Importance In this paper we analyse the importance of accounting for the consumption habits in the general equilibrium model of the Russian economy.
Objectives The purpose of the research is to identify the impact of the consumption habits to the dynamics of the main macroeconomic variables of general equilibrium models. Nowadays Russian authors use consumption habits of households in the dynamic stochastic general equilibrium models, however, there is still no empirical evidence of this phenomenon for the Russian economy.
Methods Consumption habits suggest that consumption level is not significant by itself, it is compared with the benchmark consumption level: the previous consumption of a particular individual or aggregate past consumption. Thus, the utility function of an individual is formed in two specifications: with the habit formation and without. On the basis of the dynamic stochastic general equilibrium model (DSGE) by F. Smets and R. Wouters we analyze the dynamics of the model in two specifications under shocks. We compare impulse response functions for the main macroeconomic variables. Then we consider the dynamics of the real consumption of nondurables of Russian households. We use statistics of the real consumption of nondurable goods in the global financial crisis of 2008-2009 and after it.
Results The analysis shows that the initial response to shocks differs significantly: the habits cause more moderate and postponed reaction in consumption and smoother response in production. The data shows delayed reaction of real expenditures to changes in the fundamentals and slow adjustment to the new equilibrium.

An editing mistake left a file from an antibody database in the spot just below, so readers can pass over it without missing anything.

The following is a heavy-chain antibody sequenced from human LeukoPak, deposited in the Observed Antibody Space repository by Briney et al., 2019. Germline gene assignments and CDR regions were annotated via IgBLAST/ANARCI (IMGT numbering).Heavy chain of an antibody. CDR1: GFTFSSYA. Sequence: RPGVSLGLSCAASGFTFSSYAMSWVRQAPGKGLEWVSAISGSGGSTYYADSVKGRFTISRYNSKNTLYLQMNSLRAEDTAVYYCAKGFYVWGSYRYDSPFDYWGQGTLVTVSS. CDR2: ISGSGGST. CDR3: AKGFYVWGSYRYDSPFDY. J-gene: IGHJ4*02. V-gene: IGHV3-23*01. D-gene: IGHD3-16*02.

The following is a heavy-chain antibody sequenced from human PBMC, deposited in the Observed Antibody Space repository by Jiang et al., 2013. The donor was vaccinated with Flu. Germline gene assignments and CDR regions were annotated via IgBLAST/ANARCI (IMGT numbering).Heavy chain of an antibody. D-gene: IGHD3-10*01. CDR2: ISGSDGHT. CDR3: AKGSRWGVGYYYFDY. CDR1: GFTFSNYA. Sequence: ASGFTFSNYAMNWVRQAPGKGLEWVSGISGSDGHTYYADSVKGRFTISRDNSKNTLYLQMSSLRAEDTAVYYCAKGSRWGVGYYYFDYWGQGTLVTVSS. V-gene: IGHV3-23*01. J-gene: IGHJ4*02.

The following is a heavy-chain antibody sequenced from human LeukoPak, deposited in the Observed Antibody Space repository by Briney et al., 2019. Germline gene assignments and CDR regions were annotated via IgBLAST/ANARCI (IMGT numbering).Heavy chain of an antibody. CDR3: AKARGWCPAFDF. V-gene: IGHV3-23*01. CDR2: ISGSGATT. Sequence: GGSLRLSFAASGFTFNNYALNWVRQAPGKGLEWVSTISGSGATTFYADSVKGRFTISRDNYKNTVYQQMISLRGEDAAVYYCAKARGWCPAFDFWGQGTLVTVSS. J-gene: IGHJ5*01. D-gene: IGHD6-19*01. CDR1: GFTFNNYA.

Discussion Thus additional "rigidity" in the model allows to simulate lagged reaction of real variables to economic shocks.
Conclusions and Relevance The analysys shows that accounting for habit formation helps to model lagged "humpshaped" response of the real expenditures to the economic shocks, which is in general consistent with the data.
Stabilizing monetary policy in a small open economy is constrained by the open economy trilemma. In this paper we investigate whether foreign exchange market interventions and the Central Bank’s credit rationing at the official rate (CROR) may soften this constraint and improve the results of monetary policy for different monetary regimes. We construct a DSGE model appropriate for analysing the forward-looking behaviour of households facing non-zero probabilities of losing access to financial market and CROR.
We have found significant credit rationing in the quarterly Russian data of 2001:Q1–2014:Q2. The probability of losing access to financial market and the probability of CROR are estimated as 22% and 66%, respectively. Using Russian data of 2001:Q1–2014:Q2 we demonstrate that CROR provoked forward-looking activity in financial market, which led to more Ruble devaluation in the crises of 2008-2009. It improved poor countercyclical performance of two Russian monetary policy rules, whereas made small effect on welfare. Welfare maximization exercises reveal a trade off between low-inflation and high-welfare solutions and favour of a floating exchange rate regime. We found the optimal value of the probability of CROR in both exchange rate-based and Taylor rule-based models but resulting improvement in welfare is very small.
A dynamic stochastic general equilibrium model with multiple sectors is constructed. The production is divided into 5 sectors: mining; manufacturing; electricity, gas and water; trade, transport and communication; other. The interaction of sectors includes competition for different sources of demand and production factors. They also use production of other sectors as production factor. The model is estimated on 29 time-series of Russia statistical data with maximum likelihood method. The model produces high quality of out-of-sample forecasts (better than autoregressions). The consequences of export price decline, restriction of access to foreign finance, tighter monetary policy and higher government spending are computed.